Letter to the Editor: Inspections and Education Are Crucial in Quagga and Zebra Mussel Eradication

Byline: John DeLaurentis

I’m writing this in response to the letter to the editor from Michael Henderson, getting his shorts in a knot over the scheduled increase in boat fees related to quagga and zebra mussels, in the Sept. 28-Oct. 11 issue of The Log.

Zebra and quagga mussels were first discovered in Great Lakes waters in 1989, and in Lake Mead waters in 2007. Their introduction to the Great Lakes was through discharge of foreign ship’s ballast water, whereas the transfer to Lake Mead was by careless recreational boating. Both contaminations were preventable.

Michael thinks we should spend the additional registration fees on “eradication” efforts instead of “inspections” and “brochures.” Michael, if eradication were an option, do you truly believe we’d still have an invasive mussel problem?

Inspections and education represent our ONLY defense against the spread of these highly destructive and ultra-prolific breeders. Face it, this time the G-men got it right.

Once introduced to any waters in the U.S.A., quaggas and zebras are virtually without predators, spreading rapaciously and wreaking havoc in myriad ways, while offering not a single benefit from their presence.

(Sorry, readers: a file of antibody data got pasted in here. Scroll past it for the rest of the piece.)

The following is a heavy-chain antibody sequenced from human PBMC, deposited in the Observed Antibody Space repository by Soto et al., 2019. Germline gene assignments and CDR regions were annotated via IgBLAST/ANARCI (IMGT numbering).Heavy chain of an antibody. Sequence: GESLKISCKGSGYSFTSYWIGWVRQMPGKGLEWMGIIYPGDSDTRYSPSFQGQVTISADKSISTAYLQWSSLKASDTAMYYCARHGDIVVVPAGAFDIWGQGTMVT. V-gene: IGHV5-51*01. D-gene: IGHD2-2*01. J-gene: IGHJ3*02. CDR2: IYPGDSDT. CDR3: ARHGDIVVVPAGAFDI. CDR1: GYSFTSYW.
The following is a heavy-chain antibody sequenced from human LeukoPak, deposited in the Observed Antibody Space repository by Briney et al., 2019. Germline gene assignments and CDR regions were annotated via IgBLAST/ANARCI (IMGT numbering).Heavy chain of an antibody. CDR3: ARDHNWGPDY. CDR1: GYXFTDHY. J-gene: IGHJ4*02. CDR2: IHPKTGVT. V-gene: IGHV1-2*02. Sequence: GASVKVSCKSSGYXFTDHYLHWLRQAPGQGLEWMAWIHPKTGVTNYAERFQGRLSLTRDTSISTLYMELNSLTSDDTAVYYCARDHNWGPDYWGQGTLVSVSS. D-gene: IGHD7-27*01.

Yellow perch have adapted quaggas to their diet, but that took 10 years of exposure in the Great Lakes — and introduced redear sunfish, a mussel-eating fish, may provide some small measure of control for this imported menace in the Lake Mead area. But these represent a very low-level problematic check at best, with prevention being the only true control — prevention realized through inspections and enlightenment.

Henderson’s knee-jerk, sanctimonious rant over a government fee increase smacks of a Fox News/radio talk-show junkie: well agitated, but ill informed.

John DeLaurentis

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